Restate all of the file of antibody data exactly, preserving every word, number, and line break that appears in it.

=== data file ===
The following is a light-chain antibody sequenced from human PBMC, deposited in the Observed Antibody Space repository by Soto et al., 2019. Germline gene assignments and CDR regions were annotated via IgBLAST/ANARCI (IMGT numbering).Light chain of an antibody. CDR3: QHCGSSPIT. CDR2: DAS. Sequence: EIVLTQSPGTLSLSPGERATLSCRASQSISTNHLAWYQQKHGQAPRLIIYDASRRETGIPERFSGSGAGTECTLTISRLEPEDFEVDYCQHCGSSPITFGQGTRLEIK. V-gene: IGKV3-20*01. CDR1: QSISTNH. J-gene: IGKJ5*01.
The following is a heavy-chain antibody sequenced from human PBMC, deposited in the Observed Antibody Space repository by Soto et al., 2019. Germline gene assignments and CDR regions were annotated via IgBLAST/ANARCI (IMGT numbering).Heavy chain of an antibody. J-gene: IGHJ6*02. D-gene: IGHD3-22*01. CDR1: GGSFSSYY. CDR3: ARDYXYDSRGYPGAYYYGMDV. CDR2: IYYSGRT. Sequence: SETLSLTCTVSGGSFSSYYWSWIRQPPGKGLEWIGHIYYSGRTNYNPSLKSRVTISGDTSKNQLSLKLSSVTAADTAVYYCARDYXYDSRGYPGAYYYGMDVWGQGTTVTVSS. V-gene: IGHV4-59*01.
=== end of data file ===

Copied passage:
The following is a light-chain antibody sequenced from human PBMC, deposited in the Observed Antibody Space repository by Soto et al., 2019. Germline gene assignments and CDR regions were annotated via IgBLAST/ANARCI (IMGT numbering).Light chain of an antibody. CDR3: QHCGSSPIT. CDR2: DAS. Sequence: EIVLTQSPGTLSLSPGERATLSCRASQSISTNHLAWYQQKHGQAPRLIIYDASRRETGIPERFSGSGAGTECTLTISRLEPEDFEVDYCQHCGSSPITFGQGTRLEIK. V-gene: IGKV3-20*01. CDR1: QSISTNH. J-gene: IGKJ5*01.
The following is a heavy-chain antibody sequenced from human PBMC, deposited in the Observed Antibody Space repository by Soto et al., 2019. Germline gene assignments and CDR regions were annotated via IgBLAST/ANARCI (IMGT numbering).Heavy chain of an antibody. J-gene: IGHJ6*02. D-gene: IGHD3-22*01. CDR1: GGSFSSYY. CDR3: ARDYXYDSRGYPGAYYYGMDV. CDR2: IYYSGRT. Sequence: SETLSLTCTVSGGSFSSYYWSWIRQPPGKGLEWIGHIYYSGRTNYNPSLKSRVTISGDTSKNQLSLKLSSVTAADTAVYYCARDYXYDSRGYPGAYYYGMDVWGQGTTVTVSS. V-gene: IGHV4-59*01.